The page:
Second, an identification card is provided for the pet owner. This card may take one of several forms, such as a wallet size or wallet type card, a piece of paper, a bracelet to be worn by the owner, or any other item capable of displaying information. This identification card contains the same identification number on the tag, specific for the owner's pet. The card also contains a telephone number to call in case the pet is lost (e.g., a 1-900-phone number), and instructions on what to do if the pet is lost. The telephone number provided on the identification card is called by the owner in case the pet is lost, which would connect the owner with a telephone service. After connection with the telephone service, the owner may then open a voice mailbox using the identification number provided on the identification tag and card. Once the voice mailbox is opened by the owner, the finder of the lost pet may then call the telephone number supplied on the identification tag worn by the pet, and access the voice mailbox opened by the owner. This way, a message may be left for the owner regarding the whereabouts of the pet.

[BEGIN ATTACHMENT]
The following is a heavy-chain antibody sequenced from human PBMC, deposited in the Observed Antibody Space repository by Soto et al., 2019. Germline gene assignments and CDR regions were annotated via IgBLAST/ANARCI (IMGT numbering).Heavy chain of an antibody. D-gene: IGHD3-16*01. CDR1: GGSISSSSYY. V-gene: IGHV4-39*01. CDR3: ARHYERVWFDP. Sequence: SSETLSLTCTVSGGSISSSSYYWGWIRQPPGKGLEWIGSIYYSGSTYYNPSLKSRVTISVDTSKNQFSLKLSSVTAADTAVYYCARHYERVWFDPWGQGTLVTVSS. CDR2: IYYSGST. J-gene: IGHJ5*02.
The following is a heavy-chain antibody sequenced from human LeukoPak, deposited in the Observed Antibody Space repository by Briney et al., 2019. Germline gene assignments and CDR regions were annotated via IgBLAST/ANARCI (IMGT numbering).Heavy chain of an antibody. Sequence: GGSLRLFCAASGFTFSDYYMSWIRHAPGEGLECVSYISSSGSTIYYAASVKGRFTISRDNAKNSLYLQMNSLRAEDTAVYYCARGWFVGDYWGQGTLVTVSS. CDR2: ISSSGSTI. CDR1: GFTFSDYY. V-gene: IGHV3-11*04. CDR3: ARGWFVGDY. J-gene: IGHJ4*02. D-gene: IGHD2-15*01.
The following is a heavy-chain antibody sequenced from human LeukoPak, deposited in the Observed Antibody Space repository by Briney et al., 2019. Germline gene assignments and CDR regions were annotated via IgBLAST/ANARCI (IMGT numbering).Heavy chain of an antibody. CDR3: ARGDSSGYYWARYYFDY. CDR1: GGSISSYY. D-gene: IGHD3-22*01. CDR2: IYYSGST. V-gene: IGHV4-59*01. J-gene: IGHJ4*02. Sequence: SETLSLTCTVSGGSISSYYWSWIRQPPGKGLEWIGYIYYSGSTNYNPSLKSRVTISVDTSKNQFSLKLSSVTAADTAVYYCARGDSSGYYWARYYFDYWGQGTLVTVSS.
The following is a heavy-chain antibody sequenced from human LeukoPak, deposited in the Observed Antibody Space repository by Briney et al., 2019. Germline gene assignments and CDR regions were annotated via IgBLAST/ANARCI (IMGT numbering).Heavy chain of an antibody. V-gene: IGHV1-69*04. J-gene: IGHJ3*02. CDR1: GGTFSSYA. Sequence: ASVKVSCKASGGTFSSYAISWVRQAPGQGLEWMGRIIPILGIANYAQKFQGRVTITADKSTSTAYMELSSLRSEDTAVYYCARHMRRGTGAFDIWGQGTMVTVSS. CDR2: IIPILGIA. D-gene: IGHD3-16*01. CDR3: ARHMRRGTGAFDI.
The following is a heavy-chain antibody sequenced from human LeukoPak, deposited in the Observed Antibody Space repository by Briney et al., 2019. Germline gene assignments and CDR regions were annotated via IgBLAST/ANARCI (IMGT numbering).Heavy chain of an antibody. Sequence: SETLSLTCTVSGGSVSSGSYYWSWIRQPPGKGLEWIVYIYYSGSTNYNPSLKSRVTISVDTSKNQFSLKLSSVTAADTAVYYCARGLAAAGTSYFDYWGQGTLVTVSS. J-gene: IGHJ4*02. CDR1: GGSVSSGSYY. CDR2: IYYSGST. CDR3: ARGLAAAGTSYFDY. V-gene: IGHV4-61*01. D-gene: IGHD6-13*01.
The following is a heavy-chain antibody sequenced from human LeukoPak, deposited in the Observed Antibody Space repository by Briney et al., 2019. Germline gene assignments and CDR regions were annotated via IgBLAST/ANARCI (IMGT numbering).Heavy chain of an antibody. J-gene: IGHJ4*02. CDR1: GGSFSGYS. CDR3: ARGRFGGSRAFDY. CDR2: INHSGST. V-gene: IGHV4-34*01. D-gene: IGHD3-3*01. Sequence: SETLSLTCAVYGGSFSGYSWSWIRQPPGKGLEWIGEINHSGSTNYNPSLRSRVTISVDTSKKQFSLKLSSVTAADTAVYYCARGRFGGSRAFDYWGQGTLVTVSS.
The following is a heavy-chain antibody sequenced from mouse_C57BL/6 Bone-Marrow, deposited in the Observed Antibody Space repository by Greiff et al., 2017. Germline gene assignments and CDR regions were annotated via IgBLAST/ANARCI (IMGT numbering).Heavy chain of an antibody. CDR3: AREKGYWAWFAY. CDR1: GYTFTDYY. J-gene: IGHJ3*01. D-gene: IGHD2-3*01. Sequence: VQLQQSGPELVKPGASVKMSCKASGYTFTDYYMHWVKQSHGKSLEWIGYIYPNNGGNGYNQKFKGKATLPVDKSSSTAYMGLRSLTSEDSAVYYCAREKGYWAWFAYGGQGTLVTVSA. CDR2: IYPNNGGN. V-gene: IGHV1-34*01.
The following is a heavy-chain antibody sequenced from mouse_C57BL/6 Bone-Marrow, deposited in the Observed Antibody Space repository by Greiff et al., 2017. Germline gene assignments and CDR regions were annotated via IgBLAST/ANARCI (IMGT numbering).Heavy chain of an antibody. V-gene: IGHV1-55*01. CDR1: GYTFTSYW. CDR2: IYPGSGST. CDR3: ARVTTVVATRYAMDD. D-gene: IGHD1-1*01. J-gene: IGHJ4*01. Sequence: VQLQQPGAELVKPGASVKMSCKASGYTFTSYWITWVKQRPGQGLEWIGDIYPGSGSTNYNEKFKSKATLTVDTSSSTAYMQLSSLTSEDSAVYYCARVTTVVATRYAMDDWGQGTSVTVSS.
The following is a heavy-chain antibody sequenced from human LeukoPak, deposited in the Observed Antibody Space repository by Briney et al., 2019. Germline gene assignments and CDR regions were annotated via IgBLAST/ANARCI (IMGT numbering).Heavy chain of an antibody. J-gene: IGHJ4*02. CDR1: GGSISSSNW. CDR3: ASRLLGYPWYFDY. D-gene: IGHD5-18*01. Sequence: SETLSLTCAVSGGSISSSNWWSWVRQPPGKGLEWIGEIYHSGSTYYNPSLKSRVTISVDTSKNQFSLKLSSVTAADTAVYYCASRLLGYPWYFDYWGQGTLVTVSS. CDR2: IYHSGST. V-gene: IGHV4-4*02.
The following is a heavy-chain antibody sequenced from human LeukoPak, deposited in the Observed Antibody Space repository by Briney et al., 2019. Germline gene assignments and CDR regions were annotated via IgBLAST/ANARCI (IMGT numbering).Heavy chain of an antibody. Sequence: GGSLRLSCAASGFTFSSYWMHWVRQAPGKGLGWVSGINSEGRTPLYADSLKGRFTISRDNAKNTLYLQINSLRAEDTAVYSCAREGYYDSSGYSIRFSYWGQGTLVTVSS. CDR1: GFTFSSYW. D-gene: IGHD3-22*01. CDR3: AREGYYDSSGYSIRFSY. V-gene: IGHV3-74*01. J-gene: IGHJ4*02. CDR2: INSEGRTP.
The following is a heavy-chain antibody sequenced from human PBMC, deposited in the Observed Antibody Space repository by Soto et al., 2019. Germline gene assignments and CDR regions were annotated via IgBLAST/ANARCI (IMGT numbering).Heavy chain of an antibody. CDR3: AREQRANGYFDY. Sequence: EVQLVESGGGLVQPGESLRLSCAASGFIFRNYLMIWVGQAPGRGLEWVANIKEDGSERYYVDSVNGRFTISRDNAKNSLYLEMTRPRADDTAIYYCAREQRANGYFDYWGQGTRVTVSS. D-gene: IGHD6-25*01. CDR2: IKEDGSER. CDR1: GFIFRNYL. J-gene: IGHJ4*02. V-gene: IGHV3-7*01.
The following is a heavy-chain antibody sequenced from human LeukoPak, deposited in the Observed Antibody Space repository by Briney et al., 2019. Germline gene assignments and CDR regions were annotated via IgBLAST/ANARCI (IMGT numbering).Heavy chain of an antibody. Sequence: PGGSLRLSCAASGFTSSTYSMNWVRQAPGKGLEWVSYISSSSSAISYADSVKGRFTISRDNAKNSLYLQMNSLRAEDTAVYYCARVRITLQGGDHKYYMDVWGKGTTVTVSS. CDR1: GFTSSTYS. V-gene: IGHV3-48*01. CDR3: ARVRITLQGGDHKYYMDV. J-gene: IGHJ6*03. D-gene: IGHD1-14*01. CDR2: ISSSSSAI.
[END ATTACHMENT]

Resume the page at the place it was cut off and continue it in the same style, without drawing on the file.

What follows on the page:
Third, a central phone service is provided to accept any calls from pet owners to open a voice mailbox. The central phone service is of a kind commonly found in the art, and can be set up via any local or national telephone company. The central telephone service may accept calls by means of a computer system using a touch tone phone, or manually by an operator if the owner uses a rotary type phone. Additionally, the phone service is equipped to accept calls from a finder of a pet, allowing the finder to access the voice mailbox opened by the pet owner. This, again, may be done by means of a computer if the finder is using a touch tone phone, or manually by an operator if the finder of the pet is using a rotary type phone.